Acorn squash is a cheap, healthful, tasty, nutrient-packed way to get your fiber. It stores for pretty much forever on a shelf or in a cellar. The most common variety is deep green with an occasional orange spot on one side, though yellow, white, and variegated varieties have been bred. According to Wikipedia, though it is considered a winter squash it is in the same family of summer squash which includes zucchini and yellow squash.
According to SELFNutritionData, one 4 inch squash has only 172 calories, a mere 4 of those are from fat. Zero cholesterol, and nearly no sodium as well. A single squash has a quarter of your daily recommended fiber, 30 percent of vitamin A, and nearly 80 percent of vitamin C. And as if that weren’t enough, it is mildly anti-inflammatory, gluten-free, and extremely low glycemic index. If I haven’t yet convinced you of what a super food acorn squash is, check out more Healthy Facts About Acorn Squash from the Healthy Eating website.
I had picked several squash a few months back at a local farm where for $30 you get to keep anything you can fit in a little red wagon. With some creative pyramid skills, I and some friends split quite a haul. I still had three acorns left, so I was trying to come up with something to do with it besides oven roasted with butter and brown sugar. Not that I don’t love it like that, I do, but I’d had that twice already in the past month. My mom suggested a recipe out of the blue for acorn squash gnocchi. As a good Slovak/Polish girl, I had grown up loving all types of pasta, gnocchi especially. The chewy, thick texture is completely unique.
She didn’t remember where the recipe came from so rather than try to remember it all, she told me to just Google it. My favorite current verb, “to Google”. I wish I could invent something so widely famous that the name becomes a verb. Anywho… The most intriguing recipe I found came from the blog the Girl in the Little Red Kitchen. This is someone who thinks like me, working in a very tiny place, using what she’s learned and instinct and creativity to come up with new and inventive recipes. Based mostly on that but with my own spin (mostly since I’m out of eggs currently), I present to you my Vegan Acorn Squash and Potato Gnocchi recipe.
Vegan Acorn Squash and Potato Gnocchi
1 acorn squash
3 medium potatoes
1 1/2 cup flour (plus extra)
2 tbsp water
1 tbsp oil
2 tbsp baking powder
1 tbsp salt
1 jar pasta sauce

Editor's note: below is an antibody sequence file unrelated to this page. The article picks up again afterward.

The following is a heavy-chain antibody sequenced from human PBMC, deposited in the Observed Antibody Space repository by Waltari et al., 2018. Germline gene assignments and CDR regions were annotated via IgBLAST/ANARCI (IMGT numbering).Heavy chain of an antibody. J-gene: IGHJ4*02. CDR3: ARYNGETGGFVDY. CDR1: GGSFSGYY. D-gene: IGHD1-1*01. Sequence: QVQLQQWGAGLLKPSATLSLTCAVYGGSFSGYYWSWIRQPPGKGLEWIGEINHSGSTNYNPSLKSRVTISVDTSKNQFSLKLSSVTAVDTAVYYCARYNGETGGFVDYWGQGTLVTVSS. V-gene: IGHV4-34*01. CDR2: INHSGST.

1 can chickpeas
1/2 bunch celery
1. Cut the acorn squash in half and scoop out the seeds. If you like, you can rinse the seeds and save them for roasting at 350 for 15 minutes as a light snack.
2. Put the squash in the microwave cut side up with some water in the hole, microwave 5 minutes. Pour out the water, place cut side down and microwave another 5 minutes, then another 5 minutes for 15 minutes total. Squash should be soft when poked with a fork. Remove and set aside to cool.
3. Rinse three potatoes and stick on all sides with a fork. Microwave in 3 minute bursts for a total of 9 minutes.
4. Peel the squash and mash the insides in a large bowl. The peel should slip right off using your fingers, you can use a fork to help lift the squash out.
5. Peel the potatoes as well. If you grab it in both hands and twist, the peel should slide off easily if fully cooked. Mash them into the squash. Get a large pot of salted water to boiling.
6. In a small bowl, mix 2 tbsp water, 2 tbsp baking powder and 1 tbsp oil. This replaces one egg, so you can use one egg instead. But this is what makes the dough vegan. It should bubble a bit. Add to the squash/potato mixture, as well as the flour (which, if you’re gluten intolerant, you should use gluten-free flour), and mix well. Your hands work best, dough will be slightly sticky.
7. Flour your work surface and take a handful of dough. Roll it with your hands into a 1-2 inch thick log.
8. Cut the log into small, 1 inch cubes. You can try to shape them with a fork but I just tossed them in the pot like so.
9. Boil the pasta for 3-5 minutes. They should begin floating to the top of the water when fully cooked. Boil in batches. Don’t leave them in longer than about ten minutes or they will become mush. Remove to a strainer to let drain. Meanwhile you can start the sauce.
10. Open the chickpeas and drain. Add to blender along with the pasta sauce and puree until completely liquid, adding some water to thin if needed. If you have a juicer, juice the carrots and celery to add. If not you can simply omit them, or boil them for 20 minutes then add to the blender. I also added in a dash of Italian seasonings.
The gnocchi are chewy and salty, just how I like it. This pasta dough could probably be used to create any kind of pasta, with varying degrees of success. I ended up adding quite a bit more flour to help it stay together and be less sticky. It still ended up a little slimier than I would like, but I will try again.
My boyfriend is a hard-core carnivore, so I added some ground beef to the sauce. I didn’t tell him what it was before he tried it (bless his heart he will try anything once if I made it), and he said he actually liked it and would eat it again! Trust me, that’s a stellar review! These have all the taste and texture of traditional gnocchi with an added dose of fiber and vitamins. Why not?
For the gnocchi alone, SparkRecipes nutrition info:
- Servings Per Recipe: 4
- Amount Per Serving
- Calories: 345.1
- Total Fat: 2.9 g
- Cholesterol: 0.0 mg
- Sodium: 2,017.5 mg
- Total Carbs: 72.8 g
- Dietary Fiber: 6.7 g
- Protein: 8.4 g
For the pasta sauce (minus ground beef), SparkPeople nutrition info:
- Servings Per Recipe: 8
- Amount Per Serving
- Calories: 90.5
- Total Fat: 0.6 g
- Cholesterol: 0.0 mg
- Sodium: 357.0 mg
- Total Carbs: 18.3 g
- Dietary Fiber: 3.9 g
- Protein: 3.5 g
Therefore a 1-cup serving of pasta with 1 cup of sauce is only 435 calories and yet 10.6 grams of fiber and nearly 12 grams of protein!
Do you have a favorite way to cook squash?